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Conflicting realities in rural India & the need for inclusive development- Oct 25, 2012

Watching Chakravyuh just after we came back from the village makes me wonder about how much a person’s point of view informs their own reality, how much realities differ from person to person and how confusing it is to unravel these multiple perspectives in an attempt to see things for what they really are. But that’s the thing, reality is not absolute.

In Chakravyuh, Prakash Jha exposes us to the multiple realities of Naxalism. The State perceives them as terrorists, while they believe they fight for the rights of the tribals. In a situation where the very meaning of the development is conflicting- with tribals rejecting any form of development that devours land and resources and the State believing that industrialization is the only viable form development can take- this is a fight in which it’s hard to even take sides. And that is brought out well in the film.

Back in Jalwara, we got disturbing feedback on local politics and economics and much of it conflicted with our urban perceptions of rural issues. As landowners, our family is finding it tough to find adequate labor to work in the fields. Apparently, the Mahatma Gandhi National Rural Employment Guarantee Act or commonly known as NREGA incentivizes people to not work as they get paid a minimum number of hours whether or not they work. At crunch times, landowners have to request officials to delay NREGA payouts so that they get people to work the fields. Of course, the other point of view is that landowners can pay more than what the NREGA offers which is minimum wage and get around this. In fact, NREGA has been responsible for labor wages shooting up across the nation and in that sense, it has benefited the poor. Analysts have also proven that NREGA creating shortage of labor is simply a myth and that the rural poor would not logically opt to work for lesser wages paid weekly, fortnightly or even monthly by NREGA if better wages were paid daily by employers. I don’t understand the economics of this in detail, but this debate is another confirmation that we need better systems to manage, monitor and deliver subsidies so that people get paid for work they actually do. Plus, the gap between demand for labor and supply of workforce needs to be managed as well in some manner, though ideally the market should take care of this by itself.

Another disturbing piece of news was that the Naxals have tried to cross over from neighboring Madhya Pradesh into the Baran district in Rajasthan, hoping to recruit local tribals like the Sahariyas. Fortunately, these Sahariyas, as one landowner in Jalwara referred to caustically as the ‘tigers’ of Baran district, the hot shots, the guys who get all the resources. A recent editorial by Harsh Mander on this community highlights the fact that malnutrition and death by starvation continue to be a reality today, even though much less than before. Pretty much the only thing that keeps the Naxals out at this point is the special Public Distribution Scheme (PDS) that gives every Sahariya household 35 kgs of wheat a month and keeps them away from starvation. The same article reports, however, that these tribals gets only 10-25 days of work a year instead of the 200 days they are entitled to by the NREGA.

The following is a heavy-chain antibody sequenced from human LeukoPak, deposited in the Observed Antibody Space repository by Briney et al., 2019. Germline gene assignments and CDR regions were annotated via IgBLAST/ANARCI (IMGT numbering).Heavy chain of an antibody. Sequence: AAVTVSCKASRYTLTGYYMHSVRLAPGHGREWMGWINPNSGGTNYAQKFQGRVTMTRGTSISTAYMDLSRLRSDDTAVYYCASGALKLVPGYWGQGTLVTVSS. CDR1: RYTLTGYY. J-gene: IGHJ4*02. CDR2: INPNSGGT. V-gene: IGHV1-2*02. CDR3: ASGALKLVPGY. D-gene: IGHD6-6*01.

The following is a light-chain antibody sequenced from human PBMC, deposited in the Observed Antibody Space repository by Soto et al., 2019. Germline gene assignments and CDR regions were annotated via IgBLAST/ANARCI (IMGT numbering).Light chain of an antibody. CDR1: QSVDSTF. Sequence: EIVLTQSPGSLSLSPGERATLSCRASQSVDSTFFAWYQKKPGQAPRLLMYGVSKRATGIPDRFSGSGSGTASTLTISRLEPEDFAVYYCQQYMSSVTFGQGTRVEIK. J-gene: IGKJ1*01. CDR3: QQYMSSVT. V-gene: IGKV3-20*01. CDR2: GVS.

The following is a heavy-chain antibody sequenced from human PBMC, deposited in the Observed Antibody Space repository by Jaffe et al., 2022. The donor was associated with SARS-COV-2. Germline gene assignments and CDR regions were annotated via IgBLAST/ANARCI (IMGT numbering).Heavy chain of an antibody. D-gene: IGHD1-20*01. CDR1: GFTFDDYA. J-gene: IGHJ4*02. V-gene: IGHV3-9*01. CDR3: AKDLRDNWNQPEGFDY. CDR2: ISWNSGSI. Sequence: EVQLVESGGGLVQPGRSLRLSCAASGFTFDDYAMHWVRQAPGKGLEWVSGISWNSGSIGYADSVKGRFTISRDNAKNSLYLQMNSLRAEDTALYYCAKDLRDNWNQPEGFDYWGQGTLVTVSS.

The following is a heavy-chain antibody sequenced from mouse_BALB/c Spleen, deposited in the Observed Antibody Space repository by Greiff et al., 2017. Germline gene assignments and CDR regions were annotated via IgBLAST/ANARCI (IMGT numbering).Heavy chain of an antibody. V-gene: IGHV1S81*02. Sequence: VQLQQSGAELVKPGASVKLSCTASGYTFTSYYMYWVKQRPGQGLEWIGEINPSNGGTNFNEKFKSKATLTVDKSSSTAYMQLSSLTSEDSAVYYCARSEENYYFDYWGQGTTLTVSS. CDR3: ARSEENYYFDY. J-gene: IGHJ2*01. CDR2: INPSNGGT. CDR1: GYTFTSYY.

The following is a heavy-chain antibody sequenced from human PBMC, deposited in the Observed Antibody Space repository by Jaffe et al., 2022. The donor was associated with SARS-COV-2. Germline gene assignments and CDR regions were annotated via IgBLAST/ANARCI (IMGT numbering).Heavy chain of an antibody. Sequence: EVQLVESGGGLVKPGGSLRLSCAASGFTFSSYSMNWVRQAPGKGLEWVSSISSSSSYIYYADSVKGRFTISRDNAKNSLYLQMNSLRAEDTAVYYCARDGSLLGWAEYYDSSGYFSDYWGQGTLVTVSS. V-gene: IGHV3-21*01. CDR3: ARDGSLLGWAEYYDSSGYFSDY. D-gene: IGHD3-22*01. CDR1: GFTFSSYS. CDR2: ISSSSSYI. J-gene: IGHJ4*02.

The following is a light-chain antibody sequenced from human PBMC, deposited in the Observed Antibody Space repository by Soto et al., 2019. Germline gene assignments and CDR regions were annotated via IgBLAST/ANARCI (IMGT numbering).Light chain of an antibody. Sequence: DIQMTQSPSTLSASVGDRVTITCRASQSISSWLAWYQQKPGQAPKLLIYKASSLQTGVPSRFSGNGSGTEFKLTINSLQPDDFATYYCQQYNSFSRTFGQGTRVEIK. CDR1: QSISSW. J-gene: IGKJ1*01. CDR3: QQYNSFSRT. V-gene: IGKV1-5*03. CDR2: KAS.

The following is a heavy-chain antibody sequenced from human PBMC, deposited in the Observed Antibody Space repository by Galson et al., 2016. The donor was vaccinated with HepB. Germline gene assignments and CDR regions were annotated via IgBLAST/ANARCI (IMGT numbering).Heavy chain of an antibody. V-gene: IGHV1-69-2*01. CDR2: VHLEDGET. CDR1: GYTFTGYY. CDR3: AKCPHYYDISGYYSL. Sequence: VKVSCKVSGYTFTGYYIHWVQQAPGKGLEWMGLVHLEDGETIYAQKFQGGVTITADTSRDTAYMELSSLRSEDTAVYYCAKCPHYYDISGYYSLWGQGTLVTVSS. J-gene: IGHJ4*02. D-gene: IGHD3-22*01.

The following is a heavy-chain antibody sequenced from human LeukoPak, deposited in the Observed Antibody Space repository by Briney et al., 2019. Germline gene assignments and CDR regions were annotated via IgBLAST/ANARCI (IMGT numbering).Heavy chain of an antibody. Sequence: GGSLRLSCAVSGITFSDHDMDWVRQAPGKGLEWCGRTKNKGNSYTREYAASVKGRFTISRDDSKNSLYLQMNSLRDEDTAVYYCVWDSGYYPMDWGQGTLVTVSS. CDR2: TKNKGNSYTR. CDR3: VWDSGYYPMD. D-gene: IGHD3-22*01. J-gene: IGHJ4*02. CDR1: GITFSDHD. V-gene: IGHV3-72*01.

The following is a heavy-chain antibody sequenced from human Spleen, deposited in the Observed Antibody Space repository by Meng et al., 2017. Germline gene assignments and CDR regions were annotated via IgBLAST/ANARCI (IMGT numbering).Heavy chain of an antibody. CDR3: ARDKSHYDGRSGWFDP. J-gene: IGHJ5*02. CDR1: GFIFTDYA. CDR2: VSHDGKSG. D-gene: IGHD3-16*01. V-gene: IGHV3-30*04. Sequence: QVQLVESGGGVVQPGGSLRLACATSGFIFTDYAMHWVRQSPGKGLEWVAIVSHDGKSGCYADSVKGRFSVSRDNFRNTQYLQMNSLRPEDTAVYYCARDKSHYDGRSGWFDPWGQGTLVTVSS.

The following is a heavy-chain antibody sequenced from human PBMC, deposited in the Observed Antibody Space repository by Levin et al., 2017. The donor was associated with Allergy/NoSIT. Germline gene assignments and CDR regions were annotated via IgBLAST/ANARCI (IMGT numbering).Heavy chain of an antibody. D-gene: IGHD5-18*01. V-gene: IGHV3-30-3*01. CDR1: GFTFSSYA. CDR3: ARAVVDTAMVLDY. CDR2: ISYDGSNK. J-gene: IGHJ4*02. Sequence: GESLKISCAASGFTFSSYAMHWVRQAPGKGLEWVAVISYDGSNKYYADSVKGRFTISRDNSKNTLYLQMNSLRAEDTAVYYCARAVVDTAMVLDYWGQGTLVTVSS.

Coming back to Chakravyuh, effective governance in poverty struck areas of this country is critical. We don’t realize it, but as a nation we are very close to being in a situation of complete anarchy. Imagine a life when you will not be able to step out of your home without firearms, your children will lead a life of privilege and constant, unrelenting fear, fear of the poor who will strike back at every opportunity. The disparities are growing and we desperately need to innovate means to make development more inclusive. There is a big job out there. And unless we see inclusive growth as a real objective and not just a fancy word, we’re in trouble indeed!

 

The other life, how little we know: A peek into the mind of the homeless laborer- Sep 15, 2012

I’m reading ‘A Free Man’ by Aman Sethi. It is a peek into the lives of homeless laborers living in Delhi’s Sadar Bazar and follows closely the stories of a certain group. I know now why my mother left the book on my table a few days ago. She has read it before me and she must have known how greedily I would lap up its pages, seeing as I am soon to embark on primary research work in Gurgaon’s immigrant labor community, many of whom would have compulsions and circumstances much like the men in the book.

And yet, a homeless man is a very different sort of person. Much misunderstood, much maligned, not even considered inside the frame of reference of society as we understand it. ‘A Free Man’ hits you with the immense intelligence with which its protagonist Ashraf, a safediwala who has spent a couple decades living in Sadar Bazar’s Bara Tooti Chowk, views his life and situation. An intelligence that can make incredibly complex questions appear simple. Consider these-  Why does a many run away from home? Why do people disappear and never return? Why does the government run homeless shelters for three months a year? Where do they think those people will go the rest of the year? And then, why do they have a cell that randomly locks up homeless people considering them beggars? Who is a friend? If you have only two rupees to your name, what would you do with them- buy chai or pay for a shit?